|A. Edward Newton Book-plate|
This morning, I began A. Edward Newton's The Amenities of Book-Collecting. As to be expected, Newton's conversational style and personal stories are engaging. He writes of booksellers and book collectors that he knew and that are long gone. The first chapter is about book buying in London while the second brings him closer to home in NYC, Philadelphia, and Chicago.
Photographs of people along with samples of inscriptions and letters are generously scattered throughout the book. Mr. Newton, it seems, knew everyone. He collected presentation copies of books and liked to find books in their original form which sometimes means in boards and uncut. Many of the books he writes about are pretty darn obscure, but again and again he mentions finds by Lamb, Johnson, Dickens, Defoe, Thackeray, and Joseph Conrad.
He writes about book-plates. Here are his thoughts on the matter:
No book-collector should be without a book-plate, and a book-plate once inserted in a volume should never be removed. When the plate is that of a good collector, it constitutes an indorsement (sic), and adds a certain interest and value to the volume.
He tells how his own book-plate, made from a sketch he made, included "Fleet Street with its tavern signs, in the background Temple Bar with Johnson and Goldsmith."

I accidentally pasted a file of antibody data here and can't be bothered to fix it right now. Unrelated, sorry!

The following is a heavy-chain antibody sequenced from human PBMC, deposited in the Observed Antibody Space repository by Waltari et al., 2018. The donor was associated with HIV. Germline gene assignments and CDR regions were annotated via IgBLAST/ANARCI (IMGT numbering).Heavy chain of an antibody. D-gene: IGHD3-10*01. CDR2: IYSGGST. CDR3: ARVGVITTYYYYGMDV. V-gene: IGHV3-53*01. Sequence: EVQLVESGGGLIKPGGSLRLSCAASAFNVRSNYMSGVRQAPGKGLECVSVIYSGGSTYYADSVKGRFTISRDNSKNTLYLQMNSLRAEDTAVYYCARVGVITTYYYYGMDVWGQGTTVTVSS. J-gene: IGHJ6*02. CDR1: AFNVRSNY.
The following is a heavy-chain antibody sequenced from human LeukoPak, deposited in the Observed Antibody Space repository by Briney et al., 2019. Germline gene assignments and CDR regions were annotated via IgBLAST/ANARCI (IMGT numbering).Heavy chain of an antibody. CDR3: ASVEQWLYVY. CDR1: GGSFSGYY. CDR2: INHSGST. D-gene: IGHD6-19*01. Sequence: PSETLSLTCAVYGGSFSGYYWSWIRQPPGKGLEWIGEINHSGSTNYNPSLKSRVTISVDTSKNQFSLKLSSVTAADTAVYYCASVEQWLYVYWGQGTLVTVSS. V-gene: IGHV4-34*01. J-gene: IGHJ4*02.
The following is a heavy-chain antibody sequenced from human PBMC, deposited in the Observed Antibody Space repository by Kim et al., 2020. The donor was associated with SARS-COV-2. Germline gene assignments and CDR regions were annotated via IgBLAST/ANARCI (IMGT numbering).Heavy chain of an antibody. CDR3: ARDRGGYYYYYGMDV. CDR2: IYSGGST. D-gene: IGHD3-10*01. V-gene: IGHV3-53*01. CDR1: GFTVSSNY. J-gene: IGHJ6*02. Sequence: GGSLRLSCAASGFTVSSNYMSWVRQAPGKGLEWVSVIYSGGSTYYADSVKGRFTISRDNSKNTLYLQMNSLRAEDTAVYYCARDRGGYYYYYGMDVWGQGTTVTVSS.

The motto is from Boswell: Sir, the biographical part of literature is what I love most.
He sent this sketch off to Sidney Smith (1845-1929) of Boston, the distinguished book-plate engraver.
All of this brought to mind a box of book-plates I had from long ago. They were certainly not engraved by Mr. Smith of Boston. Now, book-plates are peel and stick. They pictured a cat sitting on a pile of books with the words Ex Libris at the top. They are still available. I don't think I ever used one as I was afraid to damage the book. Now I see I should have been proud to declare my ownership.
There are quite a few shops on the web that offer personalized (or not) book-plates for sale. It is fun to look at the different examples but difficult to make a choice.
As Mr. Newton writes, "The selection of a book-plate is such a serious matter."
Do you have book-plates in your books?